The grass is just sitting there, looking benign now with the residue of dead branches and junk left on it when the snow melted. It looks so innocent, but already I can tell it's got something on its mind. It's going to start growing.
Already there are splotches of dark green showing. A novice might think they were a good sign. A seasoned homeowner knows it's the first indication of the dreaded onion grass. The dandelions will come next. Everyone will say how cute they are, but to anyone intimately connected with the lawn, they aren't cute. They're a weed that should be wiped out just as certainly as the common cold.
After the grass starts to grow, some bleeding hearts will say it looks hungry. They'll say it ought to be fed. They'll say you have to go to the garden center and spend a lot of money on grass food. There are tens of thousands of people starving in the world and we're all getting ready to feed our lawns. I hate the very name "lawn." "Lawn" is a weak and sneaky, namby-pamby word.
I'm not going to feed the lawn myself this year. I'm going to pay someone to come and feed it for me. It's a wonder people don't call the Red Cross.
These lawn experts come with big cans of chemicals and plastic tubes and give the lawn an intravenous shot in the roots. There are several places where the grass in our lawn always dies. I wouldn't be surprised if these people come up with an idea for a root transplant or an artificial root for our grass.
Any sensible person with a home would pay grass not to grow if it would take the money, but instead, most of us encourage it to get longer. Then, just when it gets a nice height, we cut it off so it looks like a marine drill sergeant's haircut.
This year, I'd like to pass the word among my neighbors that I'm one of those nutty nature persons who think it's a crime against plantkind to cut grass. Or maybe I'll tell them I've taken up a new religion that teaches it's a sin to cut grass. I'll kneel and pray in the high grass every morning. If my neighbors complain, I'll take my case to the highest court in the land, claiming that if they make me cut my grass, they're infringing on my religious freedom. If God had meant grass to be an inch tall, He would have had it grow to that height and stop.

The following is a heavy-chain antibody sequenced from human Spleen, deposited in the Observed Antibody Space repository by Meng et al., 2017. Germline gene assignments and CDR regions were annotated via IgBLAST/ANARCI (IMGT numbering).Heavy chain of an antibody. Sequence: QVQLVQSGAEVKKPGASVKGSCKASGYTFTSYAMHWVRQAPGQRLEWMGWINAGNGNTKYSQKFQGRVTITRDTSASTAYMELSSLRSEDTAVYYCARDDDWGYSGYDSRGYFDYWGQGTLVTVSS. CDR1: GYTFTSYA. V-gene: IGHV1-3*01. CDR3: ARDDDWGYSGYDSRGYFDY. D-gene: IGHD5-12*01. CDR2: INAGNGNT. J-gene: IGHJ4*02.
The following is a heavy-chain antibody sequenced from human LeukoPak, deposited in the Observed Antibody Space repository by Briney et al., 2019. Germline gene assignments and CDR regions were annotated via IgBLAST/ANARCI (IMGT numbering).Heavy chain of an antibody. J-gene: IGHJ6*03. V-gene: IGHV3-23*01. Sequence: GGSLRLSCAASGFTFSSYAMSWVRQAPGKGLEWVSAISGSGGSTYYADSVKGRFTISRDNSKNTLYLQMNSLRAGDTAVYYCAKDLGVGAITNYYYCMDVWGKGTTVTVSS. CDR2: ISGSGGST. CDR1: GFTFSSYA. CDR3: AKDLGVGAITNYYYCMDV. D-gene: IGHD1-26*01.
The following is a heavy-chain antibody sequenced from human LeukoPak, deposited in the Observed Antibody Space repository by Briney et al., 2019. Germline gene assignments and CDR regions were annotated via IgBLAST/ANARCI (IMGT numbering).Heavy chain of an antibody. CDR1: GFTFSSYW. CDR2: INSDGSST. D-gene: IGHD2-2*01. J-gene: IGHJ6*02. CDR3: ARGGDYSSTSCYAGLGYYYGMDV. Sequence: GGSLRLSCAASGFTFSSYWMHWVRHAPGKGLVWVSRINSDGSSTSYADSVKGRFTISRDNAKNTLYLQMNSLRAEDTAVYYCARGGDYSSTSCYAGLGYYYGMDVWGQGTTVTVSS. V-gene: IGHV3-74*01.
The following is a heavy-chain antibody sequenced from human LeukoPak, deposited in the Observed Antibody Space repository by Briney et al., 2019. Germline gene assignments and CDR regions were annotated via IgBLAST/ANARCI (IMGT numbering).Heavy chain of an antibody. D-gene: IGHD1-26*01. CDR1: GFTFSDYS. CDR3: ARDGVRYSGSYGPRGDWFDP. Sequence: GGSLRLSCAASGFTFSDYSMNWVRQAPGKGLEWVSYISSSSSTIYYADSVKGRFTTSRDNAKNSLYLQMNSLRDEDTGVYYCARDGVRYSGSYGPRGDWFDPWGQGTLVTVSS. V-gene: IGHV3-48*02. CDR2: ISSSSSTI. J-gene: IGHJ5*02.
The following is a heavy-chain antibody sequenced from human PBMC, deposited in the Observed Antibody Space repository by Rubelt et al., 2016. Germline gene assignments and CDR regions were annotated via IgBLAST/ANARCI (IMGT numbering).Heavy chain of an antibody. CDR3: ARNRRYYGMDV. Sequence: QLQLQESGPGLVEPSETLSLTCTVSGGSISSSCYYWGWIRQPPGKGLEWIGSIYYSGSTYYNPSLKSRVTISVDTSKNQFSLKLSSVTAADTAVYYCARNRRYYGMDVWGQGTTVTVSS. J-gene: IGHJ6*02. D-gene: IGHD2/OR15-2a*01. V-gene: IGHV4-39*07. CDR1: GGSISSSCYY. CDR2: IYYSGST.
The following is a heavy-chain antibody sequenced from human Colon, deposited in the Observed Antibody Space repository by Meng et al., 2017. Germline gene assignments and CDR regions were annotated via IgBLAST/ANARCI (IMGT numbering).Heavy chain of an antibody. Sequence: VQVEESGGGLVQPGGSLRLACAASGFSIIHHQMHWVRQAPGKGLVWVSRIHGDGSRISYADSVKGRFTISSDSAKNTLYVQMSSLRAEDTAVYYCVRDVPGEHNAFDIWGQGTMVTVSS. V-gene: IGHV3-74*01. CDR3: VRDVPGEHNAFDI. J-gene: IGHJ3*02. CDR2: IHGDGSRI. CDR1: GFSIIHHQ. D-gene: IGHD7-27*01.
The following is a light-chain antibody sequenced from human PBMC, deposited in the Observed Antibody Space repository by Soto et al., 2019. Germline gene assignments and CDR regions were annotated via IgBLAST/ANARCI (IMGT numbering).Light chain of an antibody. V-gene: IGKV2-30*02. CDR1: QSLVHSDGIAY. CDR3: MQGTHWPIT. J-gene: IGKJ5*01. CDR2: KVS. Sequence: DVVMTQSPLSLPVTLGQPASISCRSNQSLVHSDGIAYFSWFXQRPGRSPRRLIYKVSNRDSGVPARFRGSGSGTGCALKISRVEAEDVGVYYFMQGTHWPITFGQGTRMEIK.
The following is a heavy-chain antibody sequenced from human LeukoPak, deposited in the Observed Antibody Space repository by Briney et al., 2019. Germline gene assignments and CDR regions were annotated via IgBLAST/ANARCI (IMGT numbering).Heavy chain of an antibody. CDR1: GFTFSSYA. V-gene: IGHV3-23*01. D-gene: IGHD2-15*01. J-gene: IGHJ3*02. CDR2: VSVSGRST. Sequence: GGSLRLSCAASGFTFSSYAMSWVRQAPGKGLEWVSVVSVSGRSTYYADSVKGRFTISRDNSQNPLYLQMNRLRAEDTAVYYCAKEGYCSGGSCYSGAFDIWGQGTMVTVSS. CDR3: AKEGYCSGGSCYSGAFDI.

I don't know how we got so caught up with grass and what our lawns look like. Grass is nice, but it isn't that nice and it's a lot more trouble than sidewalks, trees or bushes. If everyone in America decided not to take care of his grass for one year - not to feed it, not to cut it, not to rake and pamper it - we could start to pay off the national debt with the money we'd save.
The only place that grass grows easily around our house is in the driveway, where we don't want it, and in between the cracks in the patio. There's something perverse about grass. It wants to grow where no one wants it and it hates being where we plant it. If there's a flower garden near the lawn, grass loves to grow there.
Grass is a lot smarter than it looks, too. For instance, it knows when you go away for a vacation in the summer. It hates having you go away, too, and shows it. To get back at you for leaving, your grass lets everyone know the house is empty. You could put a neon sign on your front lawn saying : "Nobody home for two weeks" and it wouldn't be any more obvious that you were away than just the way the grass looks. Even if you get one of the neighbor kids to cut it, grass has a special way of looking when people are away from home.
I look out the window at that brown mass starting to turn green and it's as if I could see an iceberg coming down the street.
(This classic column was originally published March 24, 1985.)
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